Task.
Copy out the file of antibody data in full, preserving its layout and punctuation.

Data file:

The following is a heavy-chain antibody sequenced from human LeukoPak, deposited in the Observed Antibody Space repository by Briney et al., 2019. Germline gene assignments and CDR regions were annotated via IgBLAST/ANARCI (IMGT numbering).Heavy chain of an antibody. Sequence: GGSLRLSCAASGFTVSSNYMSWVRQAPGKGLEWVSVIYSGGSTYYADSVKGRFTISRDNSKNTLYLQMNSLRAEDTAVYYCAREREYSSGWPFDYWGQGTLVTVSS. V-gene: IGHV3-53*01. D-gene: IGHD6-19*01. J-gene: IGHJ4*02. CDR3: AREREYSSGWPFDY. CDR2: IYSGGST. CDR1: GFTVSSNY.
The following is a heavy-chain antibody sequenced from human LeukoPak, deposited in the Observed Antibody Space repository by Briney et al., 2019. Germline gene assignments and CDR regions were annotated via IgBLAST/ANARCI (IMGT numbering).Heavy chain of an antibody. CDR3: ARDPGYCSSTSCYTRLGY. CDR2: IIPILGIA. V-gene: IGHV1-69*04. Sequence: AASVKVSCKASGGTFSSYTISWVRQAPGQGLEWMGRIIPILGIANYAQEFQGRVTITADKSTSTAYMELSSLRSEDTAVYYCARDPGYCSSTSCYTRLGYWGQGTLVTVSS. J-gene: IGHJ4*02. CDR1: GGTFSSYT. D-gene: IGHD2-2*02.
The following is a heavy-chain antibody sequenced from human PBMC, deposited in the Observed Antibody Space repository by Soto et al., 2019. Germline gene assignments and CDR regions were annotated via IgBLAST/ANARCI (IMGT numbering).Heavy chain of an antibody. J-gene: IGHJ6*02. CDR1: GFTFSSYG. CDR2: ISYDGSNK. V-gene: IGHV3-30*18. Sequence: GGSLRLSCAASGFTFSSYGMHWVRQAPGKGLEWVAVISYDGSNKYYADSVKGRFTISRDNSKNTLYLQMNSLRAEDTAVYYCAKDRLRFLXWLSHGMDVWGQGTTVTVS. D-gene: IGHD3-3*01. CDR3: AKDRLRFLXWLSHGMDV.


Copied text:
The following is a heavy-chain antibody sequenced from human LeukoPak, deposited in the Observed Antibody Space repository by Briney et al., 2019. Germline gene assignments and CDR regions were annotated via IgBLAST/ANARCI (IMGT numbering).Heavy chain of an antibody. Sequence: GGSLRLSCAASGFTVSSNYMSWVRQAPGKGLEWVSVIYSGGSTYYADSVKGRFTISRDNSKNTLYLQMNSLRAEDTAVYYCAREREYSSGWPFDYWGQGTLVTVSS. V-gene: IGHV3-53*01. D-gene: IGHD6-19*01. J-gene: IGHJ4*02. CDR3: AREREYSSGWPFDY. CDR2: IYSGGST. CDR1: GFTVSSNY.
The following is a heavy-chain antibody sequenced from human LeukoPak, deposited in the Observed Antibody Space repository by Briney et al., 2019. Germline gene assignments and CDR regions were annotated via IgBLAST/ANARCI (IMGT numbering).Heavy chain of an antibody. CDR3: ARDPGYCSSTSCYTRLGY. CDR2: IIPILGIA. V-gene: IGHV1-69*04. Sequence: AASVKVSCKASGGTFSSYTISWVRQAPGQGLEWMGRIIPILGIANYAQEFQGRVTITADKSTSTAYMELSSLRSEDTAVYYCARDPGYCSSTSCYTRLGYWGQGTLVTVSS. J-gene: IGHJ4*02. CDR1: GGTFSSYT. D-gene: IGHD2-2*02.
The following is a heavy-chain antibody sequenced from human PBMC, deposited in the Observed Antibody Space repository by Soto et al., 2019. Germline gene assignments and CDR regions were annotated via IgBLAST/ANARCI (IMGT numbering).Heavy chain of an antibody. J-gene: IGHJ6*02. CDR1: GFTFSSYG. CDR2: ISYDGSNK. V-gene: IGHV3-30*18. Sequence: GGSLRLSCAASGFTFSSYGMHWVRQAPGKGLEWVAVISYDGSNKYYADSVKGRFTISRDNSKNTLYLQMNSLRAEDTAVYYCAKDRLRFLXWLSHGMDVWGQGTTVTVS. D-gene: IGHD3-3*01. CDR3: AKDRLRFLXWLSHGMDV.